Antioquia – Viajero
Once in a while, something truly original comes along. San Francisco-based art rockers Antioquia
bring a unique sound, dubbed “Afro-Colombian Psychedelic Lovefunk” on their
third album, Viajero. Touring throughout the U.S. over the past
four years, Antioquia has become a fan and festival favorite. While staying mainly below the radar of commercial
radio, Antioquia makes some of the most infectiously danceable rock and roll
out there. Comparisons have been made to Fela, Pere Ubu and the Talking Heads,
but the sound mix on Viajero is more of a blend of Was (Not Was), Rusted Root
and the B-52’s.
ingeniously constructed, with rock, ska and pop numbers woven in and around
occasional segues into drum circles.
Throughout much of the album there is a sense that Antioquia is constantly
on the edge between genius and epic fail.
The sound is a bit messy at times; the instrumentation is not
traditional rock and roll, and the band takes a lot of chances. Luckily they are up to the challenge, and the
cascade of small successes here becomes thrilling to the listener. The psychedelic space/punk opening song “Idaho”
sets the tone, done in a scatter-art style with co-vocals that almost always
entirely fail to be exactly in unison.
The energy and commitment of the band make this work better than perhaps
it should. “Attack Of The Killer Balafon”
is an ironic little instrumental featuring the named subject surrounds by
snarky electric guitar accents.
Instrumental humor is often subtle and hard to miss; not so here.
The edges get a bit rougher on “Sister”, marrying a nasty but
subdued guitar lick, open percussion and aggressive female vocals with a heavy
dose of feminism. The artsy folk/punk
style here is messy yet sonically appealing.
“Who That Be?” is one of those moments where you’ll be certain the wheels
are about to come off the bus, but Antioquia survives the experience
unscathed. “Steamship Enterprise” is an
ambitious art-rock exploration that builds from a basely repetitive opening
into an expansive turn. Antioquia gets
an A for effort here, but there’s no payoff to the vision here.
Funky, messy and fun aptly describes “Mountains”, which
sounds like it should have been a Don Was/Fred Schneider collaboration. The drum circle comes alive on “No Sleep Til Oakland”
and none too soon. This song starts out
as an unimaginative number, but is saved by the rhythmic transition. It’s almost as if the band, recording live,
realized the song itself wasn’t working and decided to simply drum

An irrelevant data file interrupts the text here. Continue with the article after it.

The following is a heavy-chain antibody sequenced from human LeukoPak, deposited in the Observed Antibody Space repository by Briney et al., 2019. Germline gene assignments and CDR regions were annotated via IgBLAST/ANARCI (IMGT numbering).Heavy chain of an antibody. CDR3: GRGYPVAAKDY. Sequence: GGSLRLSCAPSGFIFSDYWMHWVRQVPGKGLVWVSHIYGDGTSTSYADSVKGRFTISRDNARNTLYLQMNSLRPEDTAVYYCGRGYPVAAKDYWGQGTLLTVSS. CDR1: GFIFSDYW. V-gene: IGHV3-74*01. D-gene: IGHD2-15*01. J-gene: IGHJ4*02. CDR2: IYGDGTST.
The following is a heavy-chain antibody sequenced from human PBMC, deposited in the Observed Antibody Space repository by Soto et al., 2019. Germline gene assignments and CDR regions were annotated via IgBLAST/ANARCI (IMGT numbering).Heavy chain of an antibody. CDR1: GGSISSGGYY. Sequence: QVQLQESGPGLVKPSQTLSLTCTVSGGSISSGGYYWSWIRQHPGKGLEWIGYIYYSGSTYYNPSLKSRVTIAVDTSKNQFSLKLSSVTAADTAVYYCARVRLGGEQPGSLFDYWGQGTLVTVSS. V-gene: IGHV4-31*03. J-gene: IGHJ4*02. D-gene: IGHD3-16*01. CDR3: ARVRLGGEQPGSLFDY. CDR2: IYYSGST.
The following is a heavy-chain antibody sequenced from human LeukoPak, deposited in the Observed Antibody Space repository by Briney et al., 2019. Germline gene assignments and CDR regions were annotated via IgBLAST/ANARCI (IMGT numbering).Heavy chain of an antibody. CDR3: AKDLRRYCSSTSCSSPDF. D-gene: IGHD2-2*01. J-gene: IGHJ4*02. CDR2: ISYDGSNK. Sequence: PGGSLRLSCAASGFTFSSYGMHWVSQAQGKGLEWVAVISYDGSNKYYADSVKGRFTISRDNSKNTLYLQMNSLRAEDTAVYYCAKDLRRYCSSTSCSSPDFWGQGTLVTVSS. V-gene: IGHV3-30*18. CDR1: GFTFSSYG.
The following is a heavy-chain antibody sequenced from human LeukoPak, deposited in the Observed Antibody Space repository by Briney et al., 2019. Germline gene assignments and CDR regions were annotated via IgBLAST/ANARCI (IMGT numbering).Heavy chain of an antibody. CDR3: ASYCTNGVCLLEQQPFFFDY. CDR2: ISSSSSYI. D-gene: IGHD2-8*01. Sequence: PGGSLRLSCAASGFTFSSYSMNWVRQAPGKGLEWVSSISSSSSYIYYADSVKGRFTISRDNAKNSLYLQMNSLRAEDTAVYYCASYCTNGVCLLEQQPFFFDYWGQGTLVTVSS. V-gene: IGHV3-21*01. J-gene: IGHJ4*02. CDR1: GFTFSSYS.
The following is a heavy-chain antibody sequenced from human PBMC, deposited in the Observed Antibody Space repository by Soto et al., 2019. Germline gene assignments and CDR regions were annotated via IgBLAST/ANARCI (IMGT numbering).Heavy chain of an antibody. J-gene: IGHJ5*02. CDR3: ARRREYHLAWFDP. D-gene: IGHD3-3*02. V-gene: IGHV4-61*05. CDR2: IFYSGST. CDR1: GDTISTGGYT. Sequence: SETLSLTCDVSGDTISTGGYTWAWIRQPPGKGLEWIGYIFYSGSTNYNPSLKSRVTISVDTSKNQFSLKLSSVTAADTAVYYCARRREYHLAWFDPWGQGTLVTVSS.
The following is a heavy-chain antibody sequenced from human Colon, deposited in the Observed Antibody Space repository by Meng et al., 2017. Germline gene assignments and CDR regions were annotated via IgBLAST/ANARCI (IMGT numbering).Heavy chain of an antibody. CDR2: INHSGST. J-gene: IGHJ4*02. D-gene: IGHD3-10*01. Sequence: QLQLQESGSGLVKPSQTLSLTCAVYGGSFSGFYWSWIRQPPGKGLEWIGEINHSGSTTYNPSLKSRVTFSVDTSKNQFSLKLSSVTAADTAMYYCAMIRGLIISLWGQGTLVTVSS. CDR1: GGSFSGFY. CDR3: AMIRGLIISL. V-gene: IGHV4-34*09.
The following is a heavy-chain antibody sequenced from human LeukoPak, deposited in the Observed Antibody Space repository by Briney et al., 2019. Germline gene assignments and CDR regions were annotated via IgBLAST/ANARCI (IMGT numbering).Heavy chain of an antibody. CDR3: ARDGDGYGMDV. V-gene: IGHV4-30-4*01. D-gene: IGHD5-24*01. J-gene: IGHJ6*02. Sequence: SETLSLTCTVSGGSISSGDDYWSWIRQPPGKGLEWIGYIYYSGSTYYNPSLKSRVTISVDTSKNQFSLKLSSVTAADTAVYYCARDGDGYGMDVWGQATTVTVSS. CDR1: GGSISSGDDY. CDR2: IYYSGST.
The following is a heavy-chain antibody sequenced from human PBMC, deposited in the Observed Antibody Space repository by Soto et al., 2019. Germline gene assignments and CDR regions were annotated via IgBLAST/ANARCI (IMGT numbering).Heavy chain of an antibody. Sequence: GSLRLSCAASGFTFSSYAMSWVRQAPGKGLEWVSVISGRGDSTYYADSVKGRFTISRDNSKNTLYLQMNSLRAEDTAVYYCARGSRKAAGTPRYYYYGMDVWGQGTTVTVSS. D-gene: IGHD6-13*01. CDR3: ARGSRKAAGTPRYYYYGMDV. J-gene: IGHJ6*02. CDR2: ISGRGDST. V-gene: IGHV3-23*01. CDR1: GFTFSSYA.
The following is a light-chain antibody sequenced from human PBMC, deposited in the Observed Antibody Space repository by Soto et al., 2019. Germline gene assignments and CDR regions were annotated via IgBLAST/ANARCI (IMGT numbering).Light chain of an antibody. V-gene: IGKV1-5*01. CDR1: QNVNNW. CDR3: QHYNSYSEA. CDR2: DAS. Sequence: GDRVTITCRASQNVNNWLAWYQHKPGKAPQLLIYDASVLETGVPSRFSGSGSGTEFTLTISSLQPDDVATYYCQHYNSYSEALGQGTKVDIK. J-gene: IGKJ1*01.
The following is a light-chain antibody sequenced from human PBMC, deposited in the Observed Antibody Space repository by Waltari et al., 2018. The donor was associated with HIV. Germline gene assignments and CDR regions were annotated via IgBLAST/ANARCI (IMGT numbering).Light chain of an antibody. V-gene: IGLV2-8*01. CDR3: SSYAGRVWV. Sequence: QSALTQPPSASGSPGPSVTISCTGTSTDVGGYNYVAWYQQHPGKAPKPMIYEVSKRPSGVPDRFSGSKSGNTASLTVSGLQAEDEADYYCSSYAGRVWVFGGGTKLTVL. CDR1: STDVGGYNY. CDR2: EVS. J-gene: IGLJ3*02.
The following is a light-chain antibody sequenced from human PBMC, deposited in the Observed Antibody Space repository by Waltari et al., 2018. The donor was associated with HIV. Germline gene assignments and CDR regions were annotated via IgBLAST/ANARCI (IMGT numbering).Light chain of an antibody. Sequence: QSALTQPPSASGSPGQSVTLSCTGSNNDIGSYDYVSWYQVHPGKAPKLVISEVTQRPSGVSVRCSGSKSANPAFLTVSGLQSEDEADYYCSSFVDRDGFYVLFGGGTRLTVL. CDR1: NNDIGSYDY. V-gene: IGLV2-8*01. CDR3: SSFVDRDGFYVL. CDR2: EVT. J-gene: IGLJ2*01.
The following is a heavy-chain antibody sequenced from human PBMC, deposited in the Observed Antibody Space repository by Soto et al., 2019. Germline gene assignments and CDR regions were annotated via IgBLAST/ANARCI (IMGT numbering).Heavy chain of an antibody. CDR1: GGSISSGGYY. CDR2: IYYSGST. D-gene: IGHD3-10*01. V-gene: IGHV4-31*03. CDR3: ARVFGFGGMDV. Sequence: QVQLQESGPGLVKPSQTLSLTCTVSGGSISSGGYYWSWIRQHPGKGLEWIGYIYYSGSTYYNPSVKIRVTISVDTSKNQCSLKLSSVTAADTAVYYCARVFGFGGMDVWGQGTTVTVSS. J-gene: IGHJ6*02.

instead. “Rage Of Love” is a bit more
experimental, starting out as a meandering number but growing into an expansive
mellow rocker with progressive inclinations.
As stylistically unsettled as the number is, it works in the milieu that
Antioquia has built here.
“Dibon” is a brief drumming interlude that transitions into
the catchy, angular pop of “Donde Quiero”.
Balafon, electric guitar and percussion drive this along, with lyrics in
both English and Spanish. Rachel
Antony-Levin takes the vocals here, with a voice running the gamut from Tori
Amos to Pat Benetar. The song muscles up
into a heavier rock sound before taking its leave. Whimsical ska-pop is the order of the day on “There’s
A Man Jumping Off The Planet”. This
entertaining little number devolves into a messy jumble of instruments and
musical ideas at the end, but it’s a fun trip.
Interestingly enough, this is also the most polished song on the album;
and might have some real potential as a single.
Antioquia returns to the drum circle on last time for “Kassa
– Nisoro”, before stepping out with a thoroughly asymmetric closer in “Back To
The Mountains”. This is perhaps the only
true misstep on the album. This live, in-studio
recording is messy and unpolished; and it’s very apparent that Antioquia was
having a blast doing it, but it simply does not sound very good. Put at the end of an envelope that pushes the
envelope artistically and musically, “Back To The Mountains” is really
something of a letdown. It’s an
unfortunate choice for the last thing a first time listener will hear, as it
doesn’t leave the best impression of the band.
Antioquia’s let it all hang out attitude is one of the
biggest driving forces behind the success of Viajero. As with all great
traits, it has the potential to be their undoing on occasion as well. On balance, however, Viajero flirts with brilliance throughout, dancing on the edge of
failure and success where magic sometimes happens. The blend of sounds and styles here is
unique, and the slightly unpolished sound on Viajero means the experience have here will be much closer to what
you’ll hear live. It’s hard not to like
Rating: 4 Stars (Out
Learn more at www.antioquia-band.com.
Viajero is available digitally from Bandcamp.